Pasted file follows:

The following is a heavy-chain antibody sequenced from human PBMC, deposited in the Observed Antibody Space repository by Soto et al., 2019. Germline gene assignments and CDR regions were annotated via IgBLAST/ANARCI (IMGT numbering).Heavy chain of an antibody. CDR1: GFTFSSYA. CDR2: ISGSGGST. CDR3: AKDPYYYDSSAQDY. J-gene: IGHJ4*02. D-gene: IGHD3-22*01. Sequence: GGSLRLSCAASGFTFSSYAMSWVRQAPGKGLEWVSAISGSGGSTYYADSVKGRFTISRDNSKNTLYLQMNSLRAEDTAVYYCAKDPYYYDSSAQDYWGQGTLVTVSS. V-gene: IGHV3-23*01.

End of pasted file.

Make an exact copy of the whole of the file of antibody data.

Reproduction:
The following is a heavy-chain antibody sequenced from human PBMC, deposited in the Observed Antibody Space repository by Soto et al., 2019. Germline gene assignments and CDR regions were annotated via IgBLAST/ANARCI (IMGT numbering).Heavy chain of an antibody. CDR1: GFTFSSYA. CDR2: ISGSGGST. CDR3: AKDPYYYDSSAQDY. J-gene: IGHJ4*02. D-gene: IGHD3-22*01. Sequence: GGSLRLSCAASGFTFSSYAMSWVRQAPGKGLEWVSAISGSGGSTYYADSVKGRFTISRDNSKNTLYLQMNSLRAEDTAVYYCAKDPYYYDSSAQDYWGQGTLVTVSS. V-gene: IGHV3-23*01.